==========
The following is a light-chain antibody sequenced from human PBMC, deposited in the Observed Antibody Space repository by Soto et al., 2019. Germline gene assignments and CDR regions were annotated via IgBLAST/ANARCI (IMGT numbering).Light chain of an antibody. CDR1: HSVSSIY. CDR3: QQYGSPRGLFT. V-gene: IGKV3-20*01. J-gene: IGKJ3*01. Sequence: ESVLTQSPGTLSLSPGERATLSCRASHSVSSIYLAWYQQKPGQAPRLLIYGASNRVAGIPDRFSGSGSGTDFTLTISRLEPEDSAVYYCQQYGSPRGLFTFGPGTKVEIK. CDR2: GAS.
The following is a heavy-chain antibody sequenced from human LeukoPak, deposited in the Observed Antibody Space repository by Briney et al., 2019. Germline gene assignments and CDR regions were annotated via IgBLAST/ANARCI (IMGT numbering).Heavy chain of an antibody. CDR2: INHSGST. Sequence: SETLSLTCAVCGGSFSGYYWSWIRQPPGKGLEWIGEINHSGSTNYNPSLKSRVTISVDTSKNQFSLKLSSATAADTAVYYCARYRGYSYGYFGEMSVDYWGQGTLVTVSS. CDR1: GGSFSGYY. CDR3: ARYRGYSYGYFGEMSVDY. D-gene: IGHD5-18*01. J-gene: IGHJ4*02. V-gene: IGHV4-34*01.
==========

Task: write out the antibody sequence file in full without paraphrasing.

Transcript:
The following is a light-chain antibody sequenced from human PBMC, deposited in the Observed Antibody Space repository by Soto et al., 2019. Germline gene assignments and CDR regions were annotated via IgBLAST/ANARCI (IMGT numbering).Light chain of an antibody. CDR1: HSVSSIY. CDR3: QQYGSPRGLFT. V-gene: IGKV3-20*01. J-gene: IGKJ3*01. Sequence: ESVLTQSPGTLSLSPGERATLSCRASHSVSSIYLAWYQQKPGQAPRLLIYGASNRVAGIPDRFSGSGSGTDFTLTISRLEPEDSAVYYCQQYGSPRGLFTFGPGTKVEIK. CDR2: GAS.
The following is a heavy-chain antibody sequenced from human LeukoPak, deposited in the Observed Antibody Space repository by Briney et al., 2019. Germline gene assignments and CDR regions were annotated via IgBLAST/ANARCI (IMGT numbering).Heavy chain of an antibody. CDR2: INHSGST. Sequence: SETLSLTCAVCGGSFSGYYWSWIRQPPGKGLEWIGEINHSGSTNYNPSLKSRVTISVDTSKNQFSLKLSSATAADTAVYYCARYRGYSYGYFGEMSVDYWGQGTLVTVSS. CDR1: GGSFSGYY. CDR3: ARYRGYSYGYFGEMSVDY. D-gene: IGHD5-18*01. J-gene: IGHJ4*02. V-gene: IGHV4-34*01.